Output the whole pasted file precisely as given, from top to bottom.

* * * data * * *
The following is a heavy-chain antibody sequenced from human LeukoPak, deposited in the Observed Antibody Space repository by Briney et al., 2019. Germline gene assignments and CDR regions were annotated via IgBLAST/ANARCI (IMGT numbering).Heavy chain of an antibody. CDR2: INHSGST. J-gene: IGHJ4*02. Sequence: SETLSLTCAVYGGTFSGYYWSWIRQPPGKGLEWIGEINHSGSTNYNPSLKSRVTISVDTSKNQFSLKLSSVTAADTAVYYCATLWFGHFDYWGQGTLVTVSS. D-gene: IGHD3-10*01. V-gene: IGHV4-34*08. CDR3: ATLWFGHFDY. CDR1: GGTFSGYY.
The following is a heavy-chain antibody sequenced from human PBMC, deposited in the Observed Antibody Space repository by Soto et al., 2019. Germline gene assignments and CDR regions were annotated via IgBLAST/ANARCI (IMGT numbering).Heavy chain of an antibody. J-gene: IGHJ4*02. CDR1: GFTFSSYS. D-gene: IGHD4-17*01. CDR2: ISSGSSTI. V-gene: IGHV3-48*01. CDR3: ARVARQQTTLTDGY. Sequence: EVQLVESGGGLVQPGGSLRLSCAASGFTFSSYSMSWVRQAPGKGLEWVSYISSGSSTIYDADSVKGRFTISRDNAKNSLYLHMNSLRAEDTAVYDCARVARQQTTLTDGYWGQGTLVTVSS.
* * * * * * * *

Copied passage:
The following is a heavy-chain antibody sequenced from human LeukoPak, deposited in the Observed Antibody Space repository by Briney et al., 2019. Germline gene assignments and CDR regions were annotated via IgBLAST/ANARCI (IMGT numbering).Heavy chain of an antibody. CDR2: INHSGST. J-gene: IGHJ4*02. Sequence: SETLSLTCAVYGGTFSGYYWSWIRQPPGKGLEWIGEINHSGSTNYNPSLKSRVTISVDTSKNQFSLKLSSVTAADTAVYYCATLWFGHFDYWGQGTLVTVSS. D-gene: IGHD3-10*01. V-gene: IGHV4-34*08. CDR3: ATLWFGHFDY. CDR1: GGTFSGYY.
The following is a heavy-chain antibody sequenced from human PBMC, deposited in the Observed Antibody Space repository by Soto et al., 2019. Germline gene assignments and CDR regions were annotated via IgBLAST/ANARCI (IMGT numbering).Heavy chain of an antibody. J-gene: IGHJ4*02. CDR1: GFTFSSYS. D-gene: IGHD4-17*01. CDR2: ISSGSSTI. V-gene: IGHV3-48*01. CDR3: ARVARQQTTLTDGY. Sequence: EVQLVESGGGLVQPGGSLRLSCAASGFTFSSYSMSWVRQAPGKGLEWVSYISSGSSTIYDADSVKGRFTISRDNAKNSLYLHMNSLRAEDTAVYDCARVARQQTTLTDGYWGQGTLVTVSS.